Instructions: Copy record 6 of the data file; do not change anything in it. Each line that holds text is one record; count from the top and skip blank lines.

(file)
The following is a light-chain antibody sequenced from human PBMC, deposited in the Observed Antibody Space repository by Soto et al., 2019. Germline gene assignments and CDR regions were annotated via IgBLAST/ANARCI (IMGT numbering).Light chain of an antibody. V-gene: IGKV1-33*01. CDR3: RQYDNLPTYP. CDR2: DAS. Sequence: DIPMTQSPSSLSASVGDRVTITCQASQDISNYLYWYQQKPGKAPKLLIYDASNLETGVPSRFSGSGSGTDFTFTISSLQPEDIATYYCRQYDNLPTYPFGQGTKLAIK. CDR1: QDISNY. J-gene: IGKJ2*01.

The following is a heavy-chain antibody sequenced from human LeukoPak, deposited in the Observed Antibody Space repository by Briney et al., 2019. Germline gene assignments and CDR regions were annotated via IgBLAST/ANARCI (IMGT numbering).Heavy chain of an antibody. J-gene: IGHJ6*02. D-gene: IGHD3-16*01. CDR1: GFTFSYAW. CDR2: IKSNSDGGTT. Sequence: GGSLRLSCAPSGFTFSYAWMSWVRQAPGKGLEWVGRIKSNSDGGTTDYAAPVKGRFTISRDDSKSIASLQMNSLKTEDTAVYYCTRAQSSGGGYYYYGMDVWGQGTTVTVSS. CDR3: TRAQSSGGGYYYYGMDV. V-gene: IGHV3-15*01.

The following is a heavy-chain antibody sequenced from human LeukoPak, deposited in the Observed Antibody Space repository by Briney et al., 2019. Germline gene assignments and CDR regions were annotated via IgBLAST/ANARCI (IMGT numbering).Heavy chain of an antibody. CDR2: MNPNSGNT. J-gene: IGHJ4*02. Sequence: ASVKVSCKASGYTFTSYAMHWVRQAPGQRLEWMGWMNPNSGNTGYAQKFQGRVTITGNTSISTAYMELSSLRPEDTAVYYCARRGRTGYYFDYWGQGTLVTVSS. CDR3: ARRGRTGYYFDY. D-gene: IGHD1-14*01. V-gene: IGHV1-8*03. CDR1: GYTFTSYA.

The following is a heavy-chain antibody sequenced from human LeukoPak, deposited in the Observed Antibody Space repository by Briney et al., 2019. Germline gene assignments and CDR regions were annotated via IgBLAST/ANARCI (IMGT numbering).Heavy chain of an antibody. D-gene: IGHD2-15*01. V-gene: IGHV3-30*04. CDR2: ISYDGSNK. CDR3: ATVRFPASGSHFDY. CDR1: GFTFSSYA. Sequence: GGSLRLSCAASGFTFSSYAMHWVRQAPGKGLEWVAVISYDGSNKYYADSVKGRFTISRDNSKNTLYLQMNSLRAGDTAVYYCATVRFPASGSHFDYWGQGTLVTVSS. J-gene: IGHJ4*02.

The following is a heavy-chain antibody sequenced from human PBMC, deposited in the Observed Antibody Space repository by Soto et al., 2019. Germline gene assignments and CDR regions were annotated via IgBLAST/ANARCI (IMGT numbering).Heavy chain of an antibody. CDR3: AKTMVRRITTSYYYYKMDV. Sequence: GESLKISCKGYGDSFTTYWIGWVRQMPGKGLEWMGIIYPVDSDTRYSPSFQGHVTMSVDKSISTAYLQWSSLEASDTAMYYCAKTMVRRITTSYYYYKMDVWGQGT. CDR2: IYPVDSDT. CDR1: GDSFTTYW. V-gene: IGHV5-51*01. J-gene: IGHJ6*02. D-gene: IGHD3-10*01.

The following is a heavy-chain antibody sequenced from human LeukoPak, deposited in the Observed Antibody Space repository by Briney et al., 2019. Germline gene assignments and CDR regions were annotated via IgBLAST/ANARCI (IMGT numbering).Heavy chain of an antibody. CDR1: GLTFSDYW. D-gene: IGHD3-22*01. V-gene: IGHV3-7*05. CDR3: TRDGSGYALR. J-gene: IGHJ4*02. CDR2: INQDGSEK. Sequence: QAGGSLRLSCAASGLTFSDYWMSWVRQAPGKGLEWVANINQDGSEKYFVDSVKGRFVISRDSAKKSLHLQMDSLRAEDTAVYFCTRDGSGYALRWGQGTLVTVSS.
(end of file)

The following is a heavy-chain antibody sequenced from human LeukoPak, deposited in the Observed Antibody Space repository by Briney et al., 2019. Germline gene assignments and CDR regions were annotated via IgBLAST/ANARCI (IMGT numbering).Heavy chain of an antibody. CDR1: GLTFSDYW. D-gene: IGHD3-22*01. V-gene: IGHV3-7*05. CDR3: TRDGSGYALR. J-gene: IGHJ4*02. CDR2: INQDGSEK. Sequence: QAGGSLRLSCAASGLTFSDYWMSWVRQAPGKGLEWVANINQDGSEKYFVDSVKGRFVISRDSAKKSLHLQMDSLRAEDTAVYFCTRDGSGYALRWGQGTLVTVSS.